Why Is the U.S. Maternal Mortality Rate So High?

 Why Is the U.S. Maternal Mortality Rate So High?A bombshell article recently published in USA TODAY uncovered surprising information about the maternal mortality rate in the United States. Writer Alison Young researched four years for the piece “Hospitals know how to protect mothers. They just aren’t doing it,” which revealed the startling news that the U.S. is now the most dangerous place in the developed world to give birth.

It may seem unlikely, but it’s true. Every year, more than 50,000 mothers suffer birth injuries during or after childbirth. Around 700 mothers die. The worst part is that at least half of these injuries and deaths are preventable. The study also found that when things go wrong during or post-childbirth, hospital staff and medical professionals don’t always act quickly enough to prevent serious injury to the mother.

The maternal injury and mortality rates in the U.S. have been steadily climbing, and, according to the article, in 2015 it reached 26.4 per 100,000 births—the highest in the developed world. The only exception USA TODAY found was the state of California. Their hospitals and medical experts worked together to implement safety practices, and have cut their maternal mortality rate by 50%.

Even with California’s success, the rest of the country has been slow to implement these practices. “Our medicine is run by cowboys today, where everyone is riding the range doing whatever they’re wanting to do,” said Dr. Steven Clark, a childbirth safety expert and professor at Baylor College of Medicine. “While there are hospitals that follow best safety practices, change is happening slowly,” he said. “It’s a failure at all levels, at national organization levels and at the local hospital leadership levels as well.”

America’s mothers are at risk

USA TODAY reports that regulatory and oversight groups that have the authority to require hospitals to implement better safety procedures just aren’t doing anything. “The lack of action by the Centers for Medicare and Medicaid Services to protect mothers stands in sharp contrast to its more aggressive approach to trying to improve care for elderly Medicare patients,” USA TODAY reported.

In order to get Medicare payments, hospitals are required to disclose complication rates related to hip or knee surgeries, and whether or not heart attack victims were given prompt care. And even though Medicaid helps pay for nearly four million births a year, they don’t do the same for childbirth complications.

Common complications during and after childbirth

There are two common complications related to childbirth—hypertension and hemorrhaging. USA TODAY found that 60% of maternal deaths caused by hypertension and 90% of deaths caused by hemorrhage were preventable if action had been taken earlier.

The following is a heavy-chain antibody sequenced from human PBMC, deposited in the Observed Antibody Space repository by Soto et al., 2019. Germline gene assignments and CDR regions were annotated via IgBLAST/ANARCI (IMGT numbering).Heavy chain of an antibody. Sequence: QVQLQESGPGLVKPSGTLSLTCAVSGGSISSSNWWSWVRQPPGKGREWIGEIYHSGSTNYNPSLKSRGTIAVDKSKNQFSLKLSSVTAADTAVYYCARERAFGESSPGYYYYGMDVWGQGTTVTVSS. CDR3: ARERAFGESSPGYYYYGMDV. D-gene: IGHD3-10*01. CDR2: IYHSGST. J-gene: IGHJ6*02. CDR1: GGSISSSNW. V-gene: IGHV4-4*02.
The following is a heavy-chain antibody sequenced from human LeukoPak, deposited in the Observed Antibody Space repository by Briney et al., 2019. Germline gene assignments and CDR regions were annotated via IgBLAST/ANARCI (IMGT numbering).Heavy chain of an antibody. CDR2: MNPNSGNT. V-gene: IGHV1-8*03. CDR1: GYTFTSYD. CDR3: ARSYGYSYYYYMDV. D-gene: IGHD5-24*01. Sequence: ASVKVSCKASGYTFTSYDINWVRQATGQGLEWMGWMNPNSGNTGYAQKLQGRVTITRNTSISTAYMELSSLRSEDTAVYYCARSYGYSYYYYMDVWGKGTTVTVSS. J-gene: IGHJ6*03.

Lives could be saved if medical staff took more preventive actions like administering medication earlier, and more accurately measuring the mother’s blood loss during and after delivery. With hypertension, medical protocol calls for treatment within 60 minutes. Only 31 hospitals told the newspaper that they use this protocol. Out of those 31, only nine said they keep records on how often the protocol is actually followed. As for blood loss, in the majority of women, staff only visually estimates blood loss on pads. This can be extremely dangerous, especially in cases of internal bleeding.

The article highlighted a story about a 24-year-old mother named Ali Lowry who had to have an emergency hysterectomy due to hours of internal bleeding after the birth of her son. At one point, Ms. Lowry’s blood pressure dropped to 52/26, which is a sign that she was losing a life-threatening amount of blood. The hospital did not act until it was too late, and Ms. Lowry nearly died. She and her husband sued and later settled with the hospital.

USA TODAY also obtained recordings of a 2015 closed-door training session with the American Hospital Association, where they seemed to acknowledge the issue. “We’re not talking about a Third World country, we’re talking about us, here,” a trainer said. “This shouldn’t be happening here.” The trainer also said that most of the deaths “were absolutely preventable.”

Both you and your child deserve the highest standard of care during and after labor and delivery. If you were injured during childbirth, talk to a birth injury lawyer today.

Please contact Paulson & Nace, PLLC through this contact form or by calling 202-463-1999.

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